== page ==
The forum was opened today by Kevin Gournay, Emeritus Professor of psychiatric nursing at the Institute of Psychiatry in Kings College London. Professor Gournay has over 30 years of experience as a chartered psychologist and registered nurse, particularly in assessing and treating PTSD as a CBT therapist and treating doctors and other health professionals presenting with mental health problems.
Professor Gournay spoke to us about the traumatic experiences inherent in working within the health workforce. He explained that despite theoretical education about how to deal with these situations, health professionals often feel unprepared when confronted with traumatic experiences.
He explained that an issue with the de-institutionalisation movement is the transition of people from inpatient hospitals to the criminal justice system and prisons. He also believes that inpatient services are more traumatising for health professionals compared with several decades ago. In particular, patients have little to do in these environments and the level of violence is higher. Professor Gournay also spoke of the breakdown of hierarchical structures in services. On one hand, this has resulted in more autonomy for professionals, yet on the other hand, there is less of a support system available for health professionals. He also explained that changes in the attitude of the general public towards health professionals may contribute to trauma within the workplace. He explained that, compared with several decades ago, there is less respect for health professionals within the workplace and gave the example of paramedics in Manchester now wearing stab-proof vests.
Professor Gournay also shared with us a list of experiences in the workplace that commonly lead to issues with trauma. These include: sudden assault, witnessing or proximity to acts of suicide and self-harm, treating and caring for victims of crime/accident/war-related incidents, and being involved in control and restraint methods (due to the trauma this causes for clients). Professor Gournay also cited lack of supervision and support for health workers as an issue to be resolved, along with staff burnout due to high case loads and working with populations who don’t improve.
Professor Gournay spoke of the various types of trauma in the workplace. In terms of physical trauma, deaths are rare. However, fractures, cuts and bruises, and whiplash-type injuries from restraining patients are common. He emphasises that the consequences of physical assaults can be pervasive, including to psychological difficulties, impairments in mobility and function and dependence on analgesic medications and alcohol. In terms of psychological and emotional trauma, health care professionals may experience transient trauma in which the person faces emotional upheaval which resolves very quickly. Acute trauma involves significant episodes of trauma involving more symptoms which take longer to resolve (with or without treatment). The final category of psychological trauma, chronic trauma, involves trauma symptoms experienced over a long period of time. If the symptoms are at a low-level, the trauma symptoms can go undetected and the person may remain within the workforce while their quality of life and work is greatly impaired.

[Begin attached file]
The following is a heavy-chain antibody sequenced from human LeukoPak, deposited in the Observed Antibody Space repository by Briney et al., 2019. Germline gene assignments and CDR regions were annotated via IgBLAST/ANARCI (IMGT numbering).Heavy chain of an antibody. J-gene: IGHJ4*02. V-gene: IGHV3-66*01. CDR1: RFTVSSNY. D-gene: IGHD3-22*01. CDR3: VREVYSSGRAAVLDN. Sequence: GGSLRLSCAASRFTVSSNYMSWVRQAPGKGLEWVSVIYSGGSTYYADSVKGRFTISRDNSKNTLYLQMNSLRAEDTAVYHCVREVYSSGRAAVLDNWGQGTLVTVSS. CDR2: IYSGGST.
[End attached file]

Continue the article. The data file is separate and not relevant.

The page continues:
Professor Gournay also spoke to us about research on trauma in the workforce, explaining that there is a paucity of studies and the results of the research are generally inconclusive. He spoke about some myths that exist about trauma in the workplace and how research is important in debunking these misconceptions. For instance, he explained that people tend to believe that doctors and nurses have higher rates of suicide than the general population. However, a study conducted at Griffith University found that doctors and nurses have similar or lower rates of suicide than the general population. However, medical doctors and nurses seek psychiatric treatment more than other professionals.
Research has also been used to identify the issues of trauma existing within the workforce. A Monash University study conducted in 2013 found that 43% of nurses met criteria for psychiatric disorder with 18% meeting criteria for PTSD (compared to lifetime prevalence of 10% PTSD in Australia).
Research is also essential in uncovering the factors involved in trauma and burnout, as well as offering strategies to resolve this. The Clayburn Stress Study (1995) investigated the factors involved in stress amongst nurses. The nurses reported that the top five things they found stressful within the workplace were: not having services to refer to, dealing with long waiting lists, dealing with suicidal patients on one’s own, not having time for study and personal improvement and trying to maintain a high quality of work within a demanding environment. Further, a 2007 study found that the quality of management support within the workforce seems critical in stress-management. In particular, adequate staffing and availability of clinical supervision are essential.
Finally, Professor Gournay spoke of implications of staff trauma and burnout for consumers. Specifically, these issues can impact continuity of care and impair staff empathy for clients. This results in less than optimum skill delivery, and an overall reduction in the quality of therapeutic environment.
J Adv Nurs. 1995 Aug;22(2):347-58. The Claybury Community Psychiatric Nurse Stress Study: is it more stressful to work in hospital or the community? Fagin L, Brown D, Bartlett H, Leary J, Carson J.